The case that has occupied most of my attention over the last two years was the beating and charging of Myron Scruggs on September 15, 2012. Mr. Scruggs came to CUCPJ where he described what happened to him. Since then, I have heard his story a number of times, and he has always been consistent.

Mr. Scruggs, an African American veteran, is a dialysis technician who is sent all over the country to service dialysis clinics for diabetics. He has also taught dialysis to other aspiring technicians. He was sent to Champaign in September 2012. While he was here, a fire broke out in the hotel in which he and another dialysis technician were staying. When the firefighters let people back into the hotel, they prevented the other technician, a black woman, from entering her room. A verbal dispute ensued between her and the firefighters. Mr. Scruggs, observing this from outside of his room down the corridor, intervened and told her to just come to his room where she could have the bed and he would sleep in the chair. He thought that would resolve the issue.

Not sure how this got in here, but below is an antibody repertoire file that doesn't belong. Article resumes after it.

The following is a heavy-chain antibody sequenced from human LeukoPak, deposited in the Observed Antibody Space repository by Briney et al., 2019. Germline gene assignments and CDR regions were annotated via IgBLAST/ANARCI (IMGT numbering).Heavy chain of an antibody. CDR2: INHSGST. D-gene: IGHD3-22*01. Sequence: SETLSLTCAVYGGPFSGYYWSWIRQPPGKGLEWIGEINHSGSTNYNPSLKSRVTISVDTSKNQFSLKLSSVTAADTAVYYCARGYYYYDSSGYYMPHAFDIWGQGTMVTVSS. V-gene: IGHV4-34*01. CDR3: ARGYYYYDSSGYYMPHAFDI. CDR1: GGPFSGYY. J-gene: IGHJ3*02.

Instead, when they had both been ensconced in the room, the police came and knocked on the door and demanded entry. Mr. Scruggs says that when he opened the door just a bit to look at who was knocking and claiming to be the police, he was immediately sprayed in the face and effectively blinded for the duration of the events that occurred in the room. Both he and the police reports agree that he was struck three times by the police officers. He was hit by one officer, sprayed again in the eyes, and then hit twice even more forcefully by a second officer. That beating was so severe that it caused an orbital fracture over his eye, again bringing back to me the image of the severe beating and resultant blinding by the police of the black man in the 1960s. Mr. Scruggs claims that every time he was struck, he was already down and handcuffed behind his back, and that he could not see the officers and what was happening to him. The police claimed that he assaulted them and that he resisted arrest. There was no other charge against him that justified the police entry into his room in the first place. And the state’s attorney agreed to drop the felony assault charge if he would agree to plead guilty to the misdemeanor resisting charge, which he agreed to do. If he had not done so, it would have been his word versus that of the police officers and he would have almost certainly been convicted, meaning loss of his liberty for years and loss of his professional license.